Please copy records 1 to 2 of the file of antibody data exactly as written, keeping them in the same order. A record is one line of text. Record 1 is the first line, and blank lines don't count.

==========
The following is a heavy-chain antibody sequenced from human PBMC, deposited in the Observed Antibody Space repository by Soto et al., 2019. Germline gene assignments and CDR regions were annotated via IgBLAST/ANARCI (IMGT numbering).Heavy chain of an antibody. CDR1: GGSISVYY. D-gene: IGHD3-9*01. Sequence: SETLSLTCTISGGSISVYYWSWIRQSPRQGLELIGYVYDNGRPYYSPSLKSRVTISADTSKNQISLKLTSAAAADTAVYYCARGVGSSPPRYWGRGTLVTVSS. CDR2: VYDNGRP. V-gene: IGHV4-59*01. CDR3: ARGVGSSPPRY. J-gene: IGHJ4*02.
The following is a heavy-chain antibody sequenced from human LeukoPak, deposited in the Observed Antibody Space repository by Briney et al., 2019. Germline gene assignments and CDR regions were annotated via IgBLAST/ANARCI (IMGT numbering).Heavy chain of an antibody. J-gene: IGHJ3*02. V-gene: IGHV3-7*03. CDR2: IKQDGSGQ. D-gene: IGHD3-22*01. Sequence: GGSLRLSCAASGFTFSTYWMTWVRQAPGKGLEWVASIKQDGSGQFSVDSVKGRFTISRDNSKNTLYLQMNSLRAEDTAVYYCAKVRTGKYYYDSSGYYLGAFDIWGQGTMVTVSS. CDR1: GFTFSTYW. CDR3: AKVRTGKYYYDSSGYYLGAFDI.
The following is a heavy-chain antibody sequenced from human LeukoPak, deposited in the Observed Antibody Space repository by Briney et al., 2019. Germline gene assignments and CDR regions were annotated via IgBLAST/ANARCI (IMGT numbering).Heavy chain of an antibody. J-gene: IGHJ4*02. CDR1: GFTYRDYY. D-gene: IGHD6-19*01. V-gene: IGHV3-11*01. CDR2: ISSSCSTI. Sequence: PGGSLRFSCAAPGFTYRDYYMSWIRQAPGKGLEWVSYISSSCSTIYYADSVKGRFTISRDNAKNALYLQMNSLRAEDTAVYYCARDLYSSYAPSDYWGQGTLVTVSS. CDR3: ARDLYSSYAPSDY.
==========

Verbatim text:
The following is a heavy-chain antibody sequenced from human PBMC, deposited in the Observed Antibody Space repository by Soto et al., 2019. Germline gene assignments and CDR regions were annotated via IgBLAST/ANARCI (IMGT numbering).Heavy chain of an antibody. CDR1: GGSISVYY. D-gene: IGHD3-9*01. Sequence: SETLSLTCTISGGSISVYYWSWIRQSPRQGLELIGYVYDNGRPYYSPSLKSRVTISADTSKNQISLKLTSAAAADTAVYYCARGVGSSPPRYWGRGTLVTVSS. CDR2: VYDNGRP. V-gene: IGHV4-59*01. CDR3: ARGVGSSPPRY. J-gene: IGHJ4*02.
The following is a heavy-chain antibody sequenced from human LeukoPak, deposited in the Observed Antibody Space repository by Briney et al., 2019. Germline gene assignments and CDR regions were annotated via IgBLAST/ANARCI (IMGT numbering).Heavy chain of an antibody. J-gene: IGHJ3*02. V-gene: IGHV3-7*03. CDR2: IKQDGSGQ. D-gene: IGHD3-22*01. Sequence: GGSLRLSCAASGFTFSTYWMTWVRQAPGKGLEWVASIKQDGSGQFSVDSVKGRFTISRDNSKNTLYLQMNSLRAEDTAVYYCAKVRTGKYYYDSSGYYLGAFDIWGQGTMVTVSS. CDR1: GFTFSTYW. CDR3: AKVRTGKYYYDSSGYYLGAFDI.